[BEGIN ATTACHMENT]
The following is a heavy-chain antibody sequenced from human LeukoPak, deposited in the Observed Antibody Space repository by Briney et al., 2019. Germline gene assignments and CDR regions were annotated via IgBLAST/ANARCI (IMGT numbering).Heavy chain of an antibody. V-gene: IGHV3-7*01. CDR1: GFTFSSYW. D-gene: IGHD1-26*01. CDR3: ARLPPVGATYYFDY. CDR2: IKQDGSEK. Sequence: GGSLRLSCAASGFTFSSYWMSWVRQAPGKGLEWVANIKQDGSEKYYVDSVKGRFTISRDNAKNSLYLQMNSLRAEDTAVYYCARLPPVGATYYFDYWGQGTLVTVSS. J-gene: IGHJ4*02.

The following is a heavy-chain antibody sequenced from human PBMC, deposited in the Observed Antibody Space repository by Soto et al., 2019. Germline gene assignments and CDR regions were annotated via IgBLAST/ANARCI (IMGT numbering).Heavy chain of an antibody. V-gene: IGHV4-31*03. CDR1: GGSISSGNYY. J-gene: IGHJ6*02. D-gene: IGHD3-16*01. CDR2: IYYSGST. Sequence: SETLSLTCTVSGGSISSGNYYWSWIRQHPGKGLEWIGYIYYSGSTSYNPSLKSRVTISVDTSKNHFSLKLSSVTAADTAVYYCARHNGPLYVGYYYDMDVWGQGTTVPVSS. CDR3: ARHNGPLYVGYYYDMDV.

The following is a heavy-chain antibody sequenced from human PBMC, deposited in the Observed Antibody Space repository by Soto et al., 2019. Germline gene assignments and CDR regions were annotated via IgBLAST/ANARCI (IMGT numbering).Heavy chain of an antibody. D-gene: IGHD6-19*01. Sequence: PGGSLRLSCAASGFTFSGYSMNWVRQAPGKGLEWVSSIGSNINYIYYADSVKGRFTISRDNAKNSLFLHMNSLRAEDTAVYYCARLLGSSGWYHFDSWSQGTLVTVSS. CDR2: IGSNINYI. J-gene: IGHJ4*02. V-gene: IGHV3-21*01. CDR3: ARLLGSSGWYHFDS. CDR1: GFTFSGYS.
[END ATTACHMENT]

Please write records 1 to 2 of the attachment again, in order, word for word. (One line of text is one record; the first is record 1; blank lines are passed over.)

The following is a heavy-chain antibody sequenced from human LeukoPak, deposited in the Observed Antibody Space repository by Briney et al., 2019. Germline gene assignments and CDR regions were annotated via IgBLAST/ANARCI (IMGT numbering).Heavy chain of an antibody. V-gene: IGHV3-7*01. CDR1: GFTFSSYW. D-gene: IGHD1-26*01. CDR3: ARLPPVGATYYFDY. CDR2: IKQDGSEK. Sequence: GGSLRLSCAASGFTFSSYWMSWVRQAPGKGLEWVANIKQDGSEKYYVDSVKGRFTISRDNAKNSLYLQMNSLRAEDTAVYYCARLPPVGATYYFDYWGQGTLVTVSS. J-gene: IGHJ4*02.

The following is a heavy-chain antibody sequenced from human PBMC, deposited in the Observed Antibody Space repository by Soto et al., 2019. Germline gene assignments and CDR regions were annotated via IgBLAST/ANARCI (IMGT numbering).Heavy chain of an antibody. V-gene: IGHV4-31*03. CDR1: GGSISSGNYY. J-gene: IGHJ6*02. D-gene: IGHD3-16*01. CDR2: IYYSGST. Sequence: SETLSLTCTVSGGSISSGNYYWSWIRQHPGKGLEWIGYIYYSGSTSYNPSLKSRVTISVDTSKNHFSLKLSSVTAADTAVYYCARHNGPLYVGYYYDMDVWGQGTTVPVSS. CDR3: ARHNGPLYVGYYYDMDV.